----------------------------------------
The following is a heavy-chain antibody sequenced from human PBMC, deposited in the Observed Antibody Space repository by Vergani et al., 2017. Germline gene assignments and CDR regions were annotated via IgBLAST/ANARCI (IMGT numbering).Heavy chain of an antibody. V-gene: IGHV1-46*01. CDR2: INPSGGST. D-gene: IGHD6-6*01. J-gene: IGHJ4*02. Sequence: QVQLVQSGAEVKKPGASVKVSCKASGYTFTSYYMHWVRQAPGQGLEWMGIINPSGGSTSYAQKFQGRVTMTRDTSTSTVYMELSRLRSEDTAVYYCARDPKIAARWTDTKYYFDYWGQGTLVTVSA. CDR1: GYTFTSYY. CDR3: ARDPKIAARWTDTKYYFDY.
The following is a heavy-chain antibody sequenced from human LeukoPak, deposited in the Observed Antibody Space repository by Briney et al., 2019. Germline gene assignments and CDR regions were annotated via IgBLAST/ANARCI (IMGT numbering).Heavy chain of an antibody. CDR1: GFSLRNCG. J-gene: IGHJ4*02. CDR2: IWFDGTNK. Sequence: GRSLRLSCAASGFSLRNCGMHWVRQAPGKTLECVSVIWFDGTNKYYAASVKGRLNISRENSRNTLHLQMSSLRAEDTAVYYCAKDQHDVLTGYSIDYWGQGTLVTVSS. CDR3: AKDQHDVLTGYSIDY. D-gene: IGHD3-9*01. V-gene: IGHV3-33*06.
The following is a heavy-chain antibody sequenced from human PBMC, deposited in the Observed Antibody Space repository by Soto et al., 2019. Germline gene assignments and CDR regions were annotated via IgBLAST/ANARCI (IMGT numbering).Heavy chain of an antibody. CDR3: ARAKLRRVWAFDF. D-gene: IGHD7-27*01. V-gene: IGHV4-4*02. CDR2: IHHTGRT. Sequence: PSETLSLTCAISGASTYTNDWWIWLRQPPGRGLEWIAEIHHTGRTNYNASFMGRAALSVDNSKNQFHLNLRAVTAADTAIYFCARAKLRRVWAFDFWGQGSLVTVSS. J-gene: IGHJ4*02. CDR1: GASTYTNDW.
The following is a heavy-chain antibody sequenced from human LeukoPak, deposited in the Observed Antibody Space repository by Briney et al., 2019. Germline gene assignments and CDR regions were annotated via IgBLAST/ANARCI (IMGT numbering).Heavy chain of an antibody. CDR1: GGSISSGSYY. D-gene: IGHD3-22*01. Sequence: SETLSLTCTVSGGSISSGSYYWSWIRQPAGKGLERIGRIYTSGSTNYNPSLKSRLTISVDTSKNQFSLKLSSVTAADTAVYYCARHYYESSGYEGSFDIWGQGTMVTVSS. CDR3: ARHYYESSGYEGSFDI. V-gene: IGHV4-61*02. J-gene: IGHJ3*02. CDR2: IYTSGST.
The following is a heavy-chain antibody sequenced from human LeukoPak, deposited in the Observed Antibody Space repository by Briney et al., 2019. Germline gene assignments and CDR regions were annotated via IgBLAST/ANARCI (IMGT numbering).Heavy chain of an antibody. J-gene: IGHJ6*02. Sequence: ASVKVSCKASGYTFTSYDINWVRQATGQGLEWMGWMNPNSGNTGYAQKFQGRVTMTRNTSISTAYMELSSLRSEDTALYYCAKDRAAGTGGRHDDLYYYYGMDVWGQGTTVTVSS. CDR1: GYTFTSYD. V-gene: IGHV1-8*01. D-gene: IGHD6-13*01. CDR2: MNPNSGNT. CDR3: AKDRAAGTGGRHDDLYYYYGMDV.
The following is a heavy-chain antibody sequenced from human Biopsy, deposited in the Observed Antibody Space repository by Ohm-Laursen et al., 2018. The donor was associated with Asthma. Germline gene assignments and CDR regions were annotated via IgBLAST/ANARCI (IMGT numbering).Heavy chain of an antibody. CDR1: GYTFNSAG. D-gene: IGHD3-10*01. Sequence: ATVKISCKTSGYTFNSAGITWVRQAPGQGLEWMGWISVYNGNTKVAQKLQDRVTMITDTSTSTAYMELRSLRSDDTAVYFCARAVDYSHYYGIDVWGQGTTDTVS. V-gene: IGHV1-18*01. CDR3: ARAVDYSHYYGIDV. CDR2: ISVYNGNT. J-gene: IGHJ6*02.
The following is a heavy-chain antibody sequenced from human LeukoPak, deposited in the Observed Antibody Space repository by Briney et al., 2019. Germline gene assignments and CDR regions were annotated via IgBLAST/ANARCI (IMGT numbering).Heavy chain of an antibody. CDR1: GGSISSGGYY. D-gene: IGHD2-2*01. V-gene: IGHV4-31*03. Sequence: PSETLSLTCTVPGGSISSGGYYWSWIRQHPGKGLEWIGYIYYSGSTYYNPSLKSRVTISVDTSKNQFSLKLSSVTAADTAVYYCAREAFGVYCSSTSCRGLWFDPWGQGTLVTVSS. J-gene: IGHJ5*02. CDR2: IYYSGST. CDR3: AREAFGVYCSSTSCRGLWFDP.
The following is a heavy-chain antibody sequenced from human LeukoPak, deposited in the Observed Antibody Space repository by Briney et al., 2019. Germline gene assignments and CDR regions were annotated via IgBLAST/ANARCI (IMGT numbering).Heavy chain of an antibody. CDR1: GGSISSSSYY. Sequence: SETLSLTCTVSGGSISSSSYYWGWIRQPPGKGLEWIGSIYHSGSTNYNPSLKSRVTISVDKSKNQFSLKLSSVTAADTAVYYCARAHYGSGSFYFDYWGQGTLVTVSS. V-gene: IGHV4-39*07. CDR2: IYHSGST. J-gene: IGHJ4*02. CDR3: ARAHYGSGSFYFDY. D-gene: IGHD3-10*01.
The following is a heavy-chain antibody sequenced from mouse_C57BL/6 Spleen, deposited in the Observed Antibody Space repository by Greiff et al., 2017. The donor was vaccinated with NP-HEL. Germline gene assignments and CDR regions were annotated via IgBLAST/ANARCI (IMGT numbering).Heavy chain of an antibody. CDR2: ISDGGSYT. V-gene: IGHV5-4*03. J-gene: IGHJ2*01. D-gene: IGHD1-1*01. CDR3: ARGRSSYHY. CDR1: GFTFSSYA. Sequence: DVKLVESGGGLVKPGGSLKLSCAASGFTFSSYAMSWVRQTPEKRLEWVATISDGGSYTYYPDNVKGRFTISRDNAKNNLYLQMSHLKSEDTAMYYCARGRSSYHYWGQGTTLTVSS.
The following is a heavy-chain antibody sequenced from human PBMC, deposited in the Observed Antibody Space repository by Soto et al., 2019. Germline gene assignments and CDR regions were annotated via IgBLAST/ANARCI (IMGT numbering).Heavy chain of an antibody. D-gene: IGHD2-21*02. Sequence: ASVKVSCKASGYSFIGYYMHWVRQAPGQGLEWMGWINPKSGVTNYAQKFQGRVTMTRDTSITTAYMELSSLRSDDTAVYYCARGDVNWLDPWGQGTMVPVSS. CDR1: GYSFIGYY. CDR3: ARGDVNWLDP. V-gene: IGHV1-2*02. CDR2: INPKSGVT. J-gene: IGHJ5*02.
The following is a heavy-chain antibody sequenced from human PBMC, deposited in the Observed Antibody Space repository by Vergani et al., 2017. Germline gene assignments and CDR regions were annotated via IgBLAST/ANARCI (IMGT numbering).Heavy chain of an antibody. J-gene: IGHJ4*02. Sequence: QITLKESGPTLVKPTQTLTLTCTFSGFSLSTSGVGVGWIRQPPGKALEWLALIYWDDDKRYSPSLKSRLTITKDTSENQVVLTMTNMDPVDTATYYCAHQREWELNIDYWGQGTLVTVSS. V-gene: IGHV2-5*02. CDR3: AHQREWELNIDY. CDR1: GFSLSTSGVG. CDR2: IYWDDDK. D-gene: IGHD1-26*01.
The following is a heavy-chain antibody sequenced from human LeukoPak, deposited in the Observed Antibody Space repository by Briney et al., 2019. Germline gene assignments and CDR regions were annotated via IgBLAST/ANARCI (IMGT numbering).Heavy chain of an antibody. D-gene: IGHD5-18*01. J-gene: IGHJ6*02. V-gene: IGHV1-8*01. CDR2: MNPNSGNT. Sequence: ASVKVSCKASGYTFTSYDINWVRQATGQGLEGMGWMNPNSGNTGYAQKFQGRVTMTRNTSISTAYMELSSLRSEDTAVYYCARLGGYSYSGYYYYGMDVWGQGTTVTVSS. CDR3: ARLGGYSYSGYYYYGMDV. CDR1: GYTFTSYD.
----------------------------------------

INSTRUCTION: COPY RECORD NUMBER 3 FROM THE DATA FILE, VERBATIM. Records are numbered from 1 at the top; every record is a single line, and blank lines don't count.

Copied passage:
The following is a heavy-chain antibody sequenced from human PBMC, deposited in the Observed Antibody Space repository by Soto et al., 2019. Germline gene assignments and CDR regions were annotated via IgBLAST/ANARCI (IMGT numbering).Heavy chain of an antibody. CDR3: ARAKLRRVWAFDF. D-gene: IGHD7-27*01. V-gene: IGHV4-4*02. CDR2: IHHTGRT. Sequence: PSETLSLTCAISGASTYTNDWWIWLRQPPGRGLEWIAEIHHTGRTNYNASFMGRAALSVDNSKNQFHLNLRAVTAADTAIYFCARAKLRRVWAFDFWGQGSLVTVSS. J-gene: IGHJ4*02. CDR1: GASTYTNDW.